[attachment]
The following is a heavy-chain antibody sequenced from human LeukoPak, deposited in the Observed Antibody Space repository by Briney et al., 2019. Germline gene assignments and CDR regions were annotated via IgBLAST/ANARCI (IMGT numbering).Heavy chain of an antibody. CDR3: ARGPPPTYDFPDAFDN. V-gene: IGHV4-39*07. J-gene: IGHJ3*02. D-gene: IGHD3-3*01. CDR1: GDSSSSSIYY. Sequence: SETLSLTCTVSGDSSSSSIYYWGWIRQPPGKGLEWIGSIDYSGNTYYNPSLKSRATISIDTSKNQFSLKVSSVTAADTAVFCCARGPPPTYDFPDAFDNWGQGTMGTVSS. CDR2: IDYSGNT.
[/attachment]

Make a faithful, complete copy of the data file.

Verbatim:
The following is a heavy-chain antibody sequenced from human LeukoPak, deposited in the Observed Antibody Space repository by Briney et al., 2019. Germline gene assignments and CDR regions were annotated via IgBLAST/ANARCI (IMGT numbering).Heavy chain of an antibody. CDR3: ARGPPPTYDFPDAFDN. V-gene: IGHV4-39*07. J-gene: IGHJ3*02. D-gene: IGHD3-3*01. CDR1: GDSSSSSIYY. Sequence: SETLSLTCTVSGDSSSSSIYYWGWIRQPPGKGLEWIGSIDYSGNTYYNPSLKSRATISIDTSKNQFSLKVSSVTAADTAVFCCARGPPPTYDFPDAFDNWGQGTMGTVSS. CDR2: IDYSGNT.